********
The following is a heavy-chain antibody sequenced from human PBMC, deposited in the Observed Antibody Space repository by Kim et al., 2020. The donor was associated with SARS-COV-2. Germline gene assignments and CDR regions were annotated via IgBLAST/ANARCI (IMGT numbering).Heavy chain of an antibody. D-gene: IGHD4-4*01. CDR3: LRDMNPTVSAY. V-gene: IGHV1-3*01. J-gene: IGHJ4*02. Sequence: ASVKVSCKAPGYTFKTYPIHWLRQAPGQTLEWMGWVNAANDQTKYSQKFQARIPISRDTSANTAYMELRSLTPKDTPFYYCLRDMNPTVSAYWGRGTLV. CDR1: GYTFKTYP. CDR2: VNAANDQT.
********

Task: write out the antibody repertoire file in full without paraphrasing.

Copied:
The following is a heavy-chain antibody sequenced from human PBMC, deposited in the Observed Antibody Space repository by Kim et al., 2020. The donor was associated with SARS-COV-2. Germline gene assignments and CDR regions were annotated via IgBLAST/ANARCI (IMGT numbering).Heavy chain of an antibody. D-gene: IGHD4-4*01. CDR3: LRDMNPTVSAY. V-gene: IGHV1-3*01. J-gene: IGHJ4*02. Sequence: ASVKVSCKAPGYTFKTYPIHWLRQAPGQTLEWMGWVNAANDQTKYSQKFQARIPISRDTSANTAYMELRSLTPKDTPFYYCLRDMNPTVSAYWGRGTLV. CDR1: GYTFKTYP. CDR2: VNAANDQT.